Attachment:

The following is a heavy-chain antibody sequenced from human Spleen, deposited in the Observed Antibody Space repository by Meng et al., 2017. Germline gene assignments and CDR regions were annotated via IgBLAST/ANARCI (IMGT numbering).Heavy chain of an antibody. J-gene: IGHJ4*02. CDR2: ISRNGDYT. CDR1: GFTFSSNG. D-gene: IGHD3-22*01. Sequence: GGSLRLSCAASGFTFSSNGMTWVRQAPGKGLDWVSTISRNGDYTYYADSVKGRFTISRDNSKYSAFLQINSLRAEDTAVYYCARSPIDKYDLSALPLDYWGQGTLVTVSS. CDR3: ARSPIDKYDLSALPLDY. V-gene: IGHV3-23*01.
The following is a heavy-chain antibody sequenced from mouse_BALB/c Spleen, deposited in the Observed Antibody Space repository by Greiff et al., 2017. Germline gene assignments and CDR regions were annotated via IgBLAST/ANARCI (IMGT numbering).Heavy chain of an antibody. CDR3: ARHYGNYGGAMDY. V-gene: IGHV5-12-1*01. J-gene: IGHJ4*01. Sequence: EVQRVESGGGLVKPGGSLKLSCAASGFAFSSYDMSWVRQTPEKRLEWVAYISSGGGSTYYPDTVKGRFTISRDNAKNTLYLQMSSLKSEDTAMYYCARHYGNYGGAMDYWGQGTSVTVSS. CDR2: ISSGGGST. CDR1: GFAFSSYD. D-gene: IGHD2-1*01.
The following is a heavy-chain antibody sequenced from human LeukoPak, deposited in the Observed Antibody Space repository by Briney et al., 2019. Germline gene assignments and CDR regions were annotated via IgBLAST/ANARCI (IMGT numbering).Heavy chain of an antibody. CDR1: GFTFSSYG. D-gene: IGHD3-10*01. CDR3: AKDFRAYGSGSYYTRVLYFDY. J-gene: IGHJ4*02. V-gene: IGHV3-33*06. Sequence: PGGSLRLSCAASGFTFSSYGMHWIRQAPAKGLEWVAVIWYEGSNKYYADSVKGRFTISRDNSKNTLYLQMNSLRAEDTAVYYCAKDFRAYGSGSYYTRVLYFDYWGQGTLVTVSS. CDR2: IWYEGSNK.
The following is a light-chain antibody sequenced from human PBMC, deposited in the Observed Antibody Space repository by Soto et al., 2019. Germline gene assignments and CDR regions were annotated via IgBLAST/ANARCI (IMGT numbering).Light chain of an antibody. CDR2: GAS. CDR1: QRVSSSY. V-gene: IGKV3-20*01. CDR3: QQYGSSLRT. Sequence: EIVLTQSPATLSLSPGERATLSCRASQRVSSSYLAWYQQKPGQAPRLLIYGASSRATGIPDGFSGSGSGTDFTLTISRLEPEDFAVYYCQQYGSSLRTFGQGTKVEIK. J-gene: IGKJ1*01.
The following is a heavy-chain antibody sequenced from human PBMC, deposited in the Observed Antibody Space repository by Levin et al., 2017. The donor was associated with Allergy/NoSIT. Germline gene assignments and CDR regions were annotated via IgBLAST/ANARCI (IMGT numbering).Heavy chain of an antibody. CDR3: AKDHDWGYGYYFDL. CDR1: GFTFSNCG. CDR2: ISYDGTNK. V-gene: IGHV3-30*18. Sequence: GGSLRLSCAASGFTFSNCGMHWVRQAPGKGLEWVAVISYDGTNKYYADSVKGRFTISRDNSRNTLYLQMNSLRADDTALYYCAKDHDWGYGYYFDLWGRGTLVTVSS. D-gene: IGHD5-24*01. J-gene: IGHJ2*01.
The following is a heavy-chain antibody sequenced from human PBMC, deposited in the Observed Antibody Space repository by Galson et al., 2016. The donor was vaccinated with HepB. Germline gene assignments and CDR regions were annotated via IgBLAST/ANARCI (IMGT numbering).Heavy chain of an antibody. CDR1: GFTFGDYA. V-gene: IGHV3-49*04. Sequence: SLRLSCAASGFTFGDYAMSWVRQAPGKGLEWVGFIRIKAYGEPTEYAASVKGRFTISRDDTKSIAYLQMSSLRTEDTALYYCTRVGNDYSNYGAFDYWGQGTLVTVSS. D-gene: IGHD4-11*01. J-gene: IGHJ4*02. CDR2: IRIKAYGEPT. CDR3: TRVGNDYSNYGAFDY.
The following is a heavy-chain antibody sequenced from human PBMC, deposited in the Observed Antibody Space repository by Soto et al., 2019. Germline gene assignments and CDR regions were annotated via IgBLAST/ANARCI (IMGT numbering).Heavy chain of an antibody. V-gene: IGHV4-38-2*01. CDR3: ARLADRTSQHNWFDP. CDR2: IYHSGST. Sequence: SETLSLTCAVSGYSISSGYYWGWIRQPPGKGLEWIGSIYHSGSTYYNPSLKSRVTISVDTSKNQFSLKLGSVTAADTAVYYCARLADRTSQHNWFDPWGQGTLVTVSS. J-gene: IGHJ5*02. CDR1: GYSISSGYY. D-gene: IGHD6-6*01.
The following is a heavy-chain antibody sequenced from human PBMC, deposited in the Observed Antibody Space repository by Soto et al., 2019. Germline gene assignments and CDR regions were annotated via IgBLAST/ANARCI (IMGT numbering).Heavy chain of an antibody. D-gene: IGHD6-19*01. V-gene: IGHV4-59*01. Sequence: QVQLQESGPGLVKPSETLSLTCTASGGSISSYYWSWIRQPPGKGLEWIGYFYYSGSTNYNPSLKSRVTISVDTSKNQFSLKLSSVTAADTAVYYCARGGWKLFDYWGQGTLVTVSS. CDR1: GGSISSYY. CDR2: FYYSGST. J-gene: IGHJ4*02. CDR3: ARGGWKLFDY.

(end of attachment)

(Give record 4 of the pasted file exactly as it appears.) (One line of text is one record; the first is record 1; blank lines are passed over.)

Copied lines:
The following is a light-chain antibody sequenced from human PBMC, deposited in the Observed Antibody Space repository by Soto et al., 2019. Germline gene assignments and CDR regions were annotated via IgBLAST/ANARCI (IMGT numbering).Light chain of an antibody. CDR2: GAS. CDR1: QRVSSSY. V-gene: IGKV3-20*01. CDR3: QQYGSSLRT. Sequence: EIVLTQSPATLSLSPGERATLSCRASQRVSSSYLAWYQQKPGQAPRLLIYGASSRATGIPDGFSGSGSGTDFTLTISRLEPEDFAVYYCQQYGSSLRTFGQGTKVEIK. J-gene: IGKJ1*01.